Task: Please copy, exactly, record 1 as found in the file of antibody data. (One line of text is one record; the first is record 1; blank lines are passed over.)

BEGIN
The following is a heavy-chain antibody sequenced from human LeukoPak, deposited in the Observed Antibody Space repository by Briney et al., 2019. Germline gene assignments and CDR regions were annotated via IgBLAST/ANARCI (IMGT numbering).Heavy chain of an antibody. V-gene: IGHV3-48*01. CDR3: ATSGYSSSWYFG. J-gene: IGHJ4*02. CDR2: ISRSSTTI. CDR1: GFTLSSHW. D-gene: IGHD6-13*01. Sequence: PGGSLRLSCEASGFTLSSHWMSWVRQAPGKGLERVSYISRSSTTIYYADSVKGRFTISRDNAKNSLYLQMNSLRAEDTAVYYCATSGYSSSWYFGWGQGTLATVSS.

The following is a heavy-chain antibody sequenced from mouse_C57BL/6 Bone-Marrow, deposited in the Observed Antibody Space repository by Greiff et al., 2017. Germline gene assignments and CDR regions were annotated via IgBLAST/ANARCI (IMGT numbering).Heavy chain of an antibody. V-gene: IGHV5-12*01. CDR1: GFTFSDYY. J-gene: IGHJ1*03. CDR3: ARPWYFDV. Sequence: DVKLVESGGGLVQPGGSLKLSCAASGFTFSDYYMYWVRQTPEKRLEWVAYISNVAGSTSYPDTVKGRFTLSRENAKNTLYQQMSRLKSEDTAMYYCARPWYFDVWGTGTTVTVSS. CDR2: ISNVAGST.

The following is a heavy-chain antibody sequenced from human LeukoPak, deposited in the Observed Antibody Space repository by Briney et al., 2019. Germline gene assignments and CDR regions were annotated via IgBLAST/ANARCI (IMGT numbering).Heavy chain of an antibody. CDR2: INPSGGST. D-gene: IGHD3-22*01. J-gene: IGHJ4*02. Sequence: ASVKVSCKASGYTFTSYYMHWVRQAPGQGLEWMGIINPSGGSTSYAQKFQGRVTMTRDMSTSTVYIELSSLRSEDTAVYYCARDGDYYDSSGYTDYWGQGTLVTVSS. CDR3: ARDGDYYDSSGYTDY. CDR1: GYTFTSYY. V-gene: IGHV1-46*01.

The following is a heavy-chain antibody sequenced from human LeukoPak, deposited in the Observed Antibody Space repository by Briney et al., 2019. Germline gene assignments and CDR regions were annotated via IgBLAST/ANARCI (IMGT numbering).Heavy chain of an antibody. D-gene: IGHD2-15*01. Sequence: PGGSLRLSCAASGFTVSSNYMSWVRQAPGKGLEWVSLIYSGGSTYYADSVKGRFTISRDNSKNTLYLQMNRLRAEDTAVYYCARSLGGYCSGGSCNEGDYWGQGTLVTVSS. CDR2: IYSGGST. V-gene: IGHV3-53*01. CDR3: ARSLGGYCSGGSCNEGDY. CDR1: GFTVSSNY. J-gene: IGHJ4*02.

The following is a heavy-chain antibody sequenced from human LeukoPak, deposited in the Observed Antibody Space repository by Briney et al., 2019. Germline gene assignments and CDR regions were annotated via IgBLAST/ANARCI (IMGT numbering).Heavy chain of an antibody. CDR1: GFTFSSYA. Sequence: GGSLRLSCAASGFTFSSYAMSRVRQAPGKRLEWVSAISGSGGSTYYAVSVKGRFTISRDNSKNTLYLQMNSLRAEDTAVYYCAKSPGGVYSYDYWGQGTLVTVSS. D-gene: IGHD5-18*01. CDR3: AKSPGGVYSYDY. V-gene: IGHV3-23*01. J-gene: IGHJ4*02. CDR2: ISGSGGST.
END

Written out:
The following is a heavy-chain antibody sequenced from human LeukoPak, deposited in the Observed Antibody Space repository by Briney et al., 2019. Germline gene assignments and CDR regions were annotated via IgBLAST/ANARCI (IMGT numbering).Heavy chain of an antibody. V-gene: IGHV3-48*01. CDR3: ATSGYSSSWYFG. J-gene: IGHJ4*02. CDR2: ISRSSTTI. CDR1: GFTLSSHW. D-gene: IGHD6-13*01. Sequence: PGGSLRLSCEASGFTLSSHWMSWVRQAPGKGLERVSYISRSSTTIYYADSVKGRFTISRDNAKNSLYLQMNSLRAEDTAVYYCATSGYSSSWYFGWGQGTLATVSS.